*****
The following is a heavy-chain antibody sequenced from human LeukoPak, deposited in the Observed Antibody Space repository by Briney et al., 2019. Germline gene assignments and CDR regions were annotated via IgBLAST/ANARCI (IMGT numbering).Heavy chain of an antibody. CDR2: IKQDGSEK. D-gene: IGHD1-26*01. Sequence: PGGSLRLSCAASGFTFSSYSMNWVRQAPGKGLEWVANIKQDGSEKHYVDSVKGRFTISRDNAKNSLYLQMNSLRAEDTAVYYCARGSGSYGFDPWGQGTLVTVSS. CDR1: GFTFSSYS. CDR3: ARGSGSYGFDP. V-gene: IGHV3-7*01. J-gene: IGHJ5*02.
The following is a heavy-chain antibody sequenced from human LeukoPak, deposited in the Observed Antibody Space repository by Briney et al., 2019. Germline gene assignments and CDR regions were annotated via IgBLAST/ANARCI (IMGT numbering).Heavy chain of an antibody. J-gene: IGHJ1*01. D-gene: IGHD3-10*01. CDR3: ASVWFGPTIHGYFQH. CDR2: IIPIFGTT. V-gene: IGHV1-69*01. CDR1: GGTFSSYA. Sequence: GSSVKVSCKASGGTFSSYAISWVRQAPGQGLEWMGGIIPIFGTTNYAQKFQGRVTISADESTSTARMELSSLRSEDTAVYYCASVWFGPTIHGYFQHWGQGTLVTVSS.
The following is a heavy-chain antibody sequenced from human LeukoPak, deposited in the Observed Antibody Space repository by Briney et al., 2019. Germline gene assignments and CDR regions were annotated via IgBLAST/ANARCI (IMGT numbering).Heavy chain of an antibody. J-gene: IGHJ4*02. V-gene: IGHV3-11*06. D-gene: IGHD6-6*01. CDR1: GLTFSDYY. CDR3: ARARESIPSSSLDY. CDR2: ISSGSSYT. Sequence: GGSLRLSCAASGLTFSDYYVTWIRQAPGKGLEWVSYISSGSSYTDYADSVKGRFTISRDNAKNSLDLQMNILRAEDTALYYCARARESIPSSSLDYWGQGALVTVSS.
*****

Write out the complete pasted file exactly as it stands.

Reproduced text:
The following is a heavy-chain antibody sequenced from human LeukoPak, deposited in the Observed Antibody Space repository by Briney et al., 2019. Germline gene assignments and CDR regions were annotated via IgBLAST/ANARCI (IMGT numbering).Heavy chain of an antibody. CDR2: IKQDGSEK. D-gene: IGHD1-26*01. Sequence: PGGSLRLSCAASGFTFSSYSMNWVRQAPGKGLEWVANIKQDGSEKHYVDSVKGRFTISRDNAKNSLYLQMNSLRAEDTAVYYCARGSGSYGFDPWGQGTLVTVSS. CDR1: GFTFSSYS. CDR3: ARGSGSYGFDP. V-gene: IGHV3-7*01. J-gene: IGHJ5*02.
The following is a heavy-chain antibody sequenced from human LeukoPak, deposited in the Observed Antibody Space repository by Briney et al., 2019. Germline gene assignments and CDR regions were annotated via IgBLAST/ANARCI (IMGT numbering).Heavy chain of an antibody. J-gene: IGHJ1*01. D-gene: IGHD3-10*01. CDR3: ASVWFGPTIHGYFQH. CDR2: IIPIFGTT. V-gene: IGHV1-69*01. CDR1: GGTFSSYA. Sequence: GSSVKVSCKASGGTFSSYAISWVRQAPGQGLEWMGGIIPIFGTTNYAQKFQGRVTISADESTSTARMELSSLRSEDTAVYYCASVWFGPTIHGYFQHWGQGTLVTVSS.
The following is a heavy-chain antibody sequenced from human LeukoPak, deposited in the Observed Antibody Space repository by Briney et al., 2019. Germline gene assignments and CDR regions were annotated via IgBLAST/ANARCI (IMGT numbering).Heavy chain of an antibody. J-gene: IGHJ4*02. V-gene: IGHV3-11*06. D-gene: IGHD6-6*01. CDR1: GLTFSDYY. CDR3: ARARESIPSSSLDY. CDR2: ISSGSSYT. Sequence: GGSLRLSCAASGLTFSDYYVTWIRQAPGKGLEWVSYISSGSSYTDYADSVKGRFTISRDNAKNSLDLQMNILRAEDTALYYCARARESIPSSSLDYWGQGALVTVSS.